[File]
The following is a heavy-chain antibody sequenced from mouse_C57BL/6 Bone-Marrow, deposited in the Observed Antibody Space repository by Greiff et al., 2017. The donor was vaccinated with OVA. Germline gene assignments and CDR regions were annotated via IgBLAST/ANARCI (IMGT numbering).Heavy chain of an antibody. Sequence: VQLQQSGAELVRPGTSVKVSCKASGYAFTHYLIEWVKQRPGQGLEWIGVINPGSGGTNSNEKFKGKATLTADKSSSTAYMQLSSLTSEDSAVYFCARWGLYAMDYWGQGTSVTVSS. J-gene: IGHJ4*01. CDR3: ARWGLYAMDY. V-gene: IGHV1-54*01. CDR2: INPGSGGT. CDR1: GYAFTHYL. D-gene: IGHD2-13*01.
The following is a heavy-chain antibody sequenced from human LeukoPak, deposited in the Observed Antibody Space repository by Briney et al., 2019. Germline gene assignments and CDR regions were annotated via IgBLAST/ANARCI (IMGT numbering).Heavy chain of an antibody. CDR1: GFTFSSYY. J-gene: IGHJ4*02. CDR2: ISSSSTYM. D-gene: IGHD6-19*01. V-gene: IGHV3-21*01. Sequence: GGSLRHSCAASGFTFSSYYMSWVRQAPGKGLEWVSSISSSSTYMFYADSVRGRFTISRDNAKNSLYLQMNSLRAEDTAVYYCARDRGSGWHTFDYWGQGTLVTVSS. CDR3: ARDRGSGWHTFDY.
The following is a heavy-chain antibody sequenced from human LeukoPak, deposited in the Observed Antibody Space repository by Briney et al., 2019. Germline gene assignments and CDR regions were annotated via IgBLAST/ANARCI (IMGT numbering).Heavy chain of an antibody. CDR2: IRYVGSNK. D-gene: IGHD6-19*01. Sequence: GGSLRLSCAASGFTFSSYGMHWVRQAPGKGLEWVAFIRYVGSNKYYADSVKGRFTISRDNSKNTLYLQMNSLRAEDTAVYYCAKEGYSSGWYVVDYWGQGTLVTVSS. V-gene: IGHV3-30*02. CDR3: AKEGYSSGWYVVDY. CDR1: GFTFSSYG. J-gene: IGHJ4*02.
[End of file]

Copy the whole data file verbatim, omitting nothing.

The following is a heavy-chain antibody sequenced from mouse_C57BL/6 Bone-Marrow, deposited in the Observed Antibody Space repository by Greiff et al., 2017. The donor was vaccinated with OVA. Germline gene assignments and CDR regions were annotated via IgBLAST/ANARCI (IMGT numbering).Heavy chain of an antibody. Sequence: VQLQQSGAELVRPGTSVKVSCKASGYAFTHYLIEWVKQRPGQGLEWIGVINPGSGGTNSNEKFKGKATLTADKSSSTAYMQLSSLTSEDSAVYFCARWGLYAMDYWGQGTSVTVSS. J-gene: IGHJ4*01. CDR3: ARWGLYAMDY. V-gene: IGHV1-54*01. CDR2: INPGSGGT. CDR1: GYAFTHYL. D-gene: IGHD2-13*01.
The following is a heavy-chain antibody sequenced from human LeukoPak, deposited in the Observed Antibody Space repository by Briney et al., 2019. Germline gene assignments and CDR regions were annotated via IgBLAST/ANARCI (IMGT numbering).Heavy chain of an antibody. CDR1: GFTFSSYY. J-gene: IGHJ4*02. CDR2: ISSSSTYM. D-gene: IGHD6-19*01. V-gene: IGHV3-21*01. Sequence: GGSLRHSCAASGFTFSSYYMSWVRQAPGKGLEWVSSISSSSTYMFYADSVRGRFTISRDNAKNSLYLQMNSLRAEDTAVYYCARDRGSGWHTFDYWGQGTLVTVSS. CDR3: ARDRGSGWHTFDY.
The following is a heavy-chain antibody sequenced from human LeukoPak, deposited in the Observed Antibody Space repository by Briney et al., 2019. Germline gene assignments and CDR regions were annotated via IgBLAST/ANARCI (IMGT numbering).Heavy chain of an antibody. CDR2: IRYVGSNK. D-gene: IGHD6-19*01. Sequence: GGSLRLSCAASGFTFSSYGMHWVRQAPGKGLEWVAFIRYVGSNKYYADSVKGRFTISRDNSKNTLYLQMNSLRAEDTAVYYCAKEGYSSGWYVVDYWGQGTLVTVSS. V-gene: IGHV3-30*02. CDR3: AKEGYSSGWYVVDY. CDR1: GFTFSSYG. J-gene: IGHJ4*02.